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Actin Polymerization Drives Septation of Listeria monocytogenes namA Hydrolase Mutants, Demonstrating Host Correction of a Bacterial Defect

Alonzo, Francis III., McMullen, P. David, Freitag, Nancy E.
Infection and immunity 2011 v.79 no.4 pp. 1458-1470
Gram-positive bacteria, Listeria monocytogenes, Nama, actin, cell division, cell walls, coculture, cytochalasin D, cytosol, drugs, mice, microbial growth, mutants, peptidoglycans, polymerization, protein secretion, soil, virulence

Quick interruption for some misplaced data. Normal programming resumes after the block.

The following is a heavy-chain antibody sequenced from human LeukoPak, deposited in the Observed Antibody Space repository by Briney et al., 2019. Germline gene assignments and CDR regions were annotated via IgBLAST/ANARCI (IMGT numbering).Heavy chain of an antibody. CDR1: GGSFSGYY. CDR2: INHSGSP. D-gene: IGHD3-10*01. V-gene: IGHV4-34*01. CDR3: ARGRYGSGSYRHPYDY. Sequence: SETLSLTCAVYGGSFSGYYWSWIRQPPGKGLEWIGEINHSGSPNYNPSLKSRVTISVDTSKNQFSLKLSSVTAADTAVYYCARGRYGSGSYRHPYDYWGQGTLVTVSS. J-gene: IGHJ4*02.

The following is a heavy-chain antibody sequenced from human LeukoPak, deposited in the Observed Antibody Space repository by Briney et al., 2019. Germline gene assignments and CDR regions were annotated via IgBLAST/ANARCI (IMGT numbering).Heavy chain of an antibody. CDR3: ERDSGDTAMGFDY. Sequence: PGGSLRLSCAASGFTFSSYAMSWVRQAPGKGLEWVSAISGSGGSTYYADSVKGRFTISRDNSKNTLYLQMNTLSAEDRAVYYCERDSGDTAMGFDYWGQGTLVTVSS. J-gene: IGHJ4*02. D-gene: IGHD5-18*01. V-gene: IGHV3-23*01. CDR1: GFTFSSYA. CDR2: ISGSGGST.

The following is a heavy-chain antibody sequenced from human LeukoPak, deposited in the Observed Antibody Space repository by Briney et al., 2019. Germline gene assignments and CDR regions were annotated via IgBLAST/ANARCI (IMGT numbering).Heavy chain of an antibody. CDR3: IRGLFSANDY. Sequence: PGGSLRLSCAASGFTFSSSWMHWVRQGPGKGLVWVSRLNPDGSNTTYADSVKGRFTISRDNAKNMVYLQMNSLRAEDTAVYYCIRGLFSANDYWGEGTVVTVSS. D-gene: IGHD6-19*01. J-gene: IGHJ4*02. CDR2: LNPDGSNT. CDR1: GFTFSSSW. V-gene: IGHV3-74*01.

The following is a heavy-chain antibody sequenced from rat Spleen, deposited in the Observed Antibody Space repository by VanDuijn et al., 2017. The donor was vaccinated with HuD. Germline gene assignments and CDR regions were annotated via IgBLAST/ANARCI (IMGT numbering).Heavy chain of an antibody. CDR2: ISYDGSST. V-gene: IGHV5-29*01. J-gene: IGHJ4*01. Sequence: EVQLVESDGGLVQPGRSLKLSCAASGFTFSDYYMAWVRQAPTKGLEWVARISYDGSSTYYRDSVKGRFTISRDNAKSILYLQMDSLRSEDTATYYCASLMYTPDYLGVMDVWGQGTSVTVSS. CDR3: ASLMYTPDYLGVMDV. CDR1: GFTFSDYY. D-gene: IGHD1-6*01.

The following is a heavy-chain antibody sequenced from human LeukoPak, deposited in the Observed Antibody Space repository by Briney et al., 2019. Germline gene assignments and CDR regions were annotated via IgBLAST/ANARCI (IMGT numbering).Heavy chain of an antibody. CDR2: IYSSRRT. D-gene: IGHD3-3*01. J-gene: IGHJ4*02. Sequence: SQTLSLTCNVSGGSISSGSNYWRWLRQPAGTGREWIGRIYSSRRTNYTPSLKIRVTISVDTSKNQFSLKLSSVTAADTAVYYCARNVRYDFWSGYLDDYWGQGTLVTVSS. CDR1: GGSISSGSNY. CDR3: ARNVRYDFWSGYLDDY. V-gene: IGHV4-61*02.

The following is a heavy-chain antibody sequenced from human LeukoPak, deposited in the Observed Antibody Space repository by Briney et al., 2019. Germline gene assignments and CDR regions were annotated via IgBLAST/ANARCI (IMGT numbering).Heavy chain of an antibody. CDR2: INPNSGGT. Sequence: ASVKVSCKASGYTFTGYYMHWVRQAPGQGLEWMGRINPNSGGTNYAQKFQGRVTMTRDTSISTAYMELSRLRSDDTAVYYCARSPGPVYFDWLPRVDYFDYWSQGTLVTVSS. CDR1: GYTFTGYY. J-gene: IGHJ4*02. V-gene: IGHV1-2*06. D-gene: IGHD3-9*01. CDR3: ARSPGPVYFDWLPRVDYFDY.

The Gram-positive bacterial cell wall presents a structural barrier that requires modification for protein secretion and large-molecule transport as well as for bacterial growth and cell division. The Gram-positive bacterium Listeria monocytogenes adjusts cell wall architecture to promote its survival in diverse environments that include soil and the cytosol of mammalian cells. Here we provide evidence for the enzymatic flexibility of the murein hydrolase NamA and demonstrate that bacterial septation defects associated with a loss of NamA are functionally complemented by physical forces associated with actin polymerization within the host cell cytosol. L. monocytogenes ΔnamA mutants formed long bacterial chains during exponential growth in broth culture; however, normal septation could be restored if mutant cells were cocultured with wild-type L. monocytogenes bacteria or by the addition of exogenous NamA. Surprisingly, ΔnamA mutants were not significantly attenuated for virulence in mice despite the pronounced exponential growth septation defect. The physical force of L. monocytogenes-mediated actin polymerization within the cytosol was sufficient to sever ΔnamA mutant intracellular chains and thereby enable the process of bacterial cell-to-cell spread so critical for L. monocytogenes virulence. The inhibition of actin polymerization by cytochalasin D resulted in extended intracellular bacterial chains for which septation was restored following drug removal. Thus, despite the requirement for NamA for the normal septation of exponentially growing L. monocytogenes cells, the hydrolase is essentially dispensable once L. monocytogenes gains access to the host cell cytosol. This phenomenon represents a notable example of eukaryotic host cell complementation of a bacterial defect.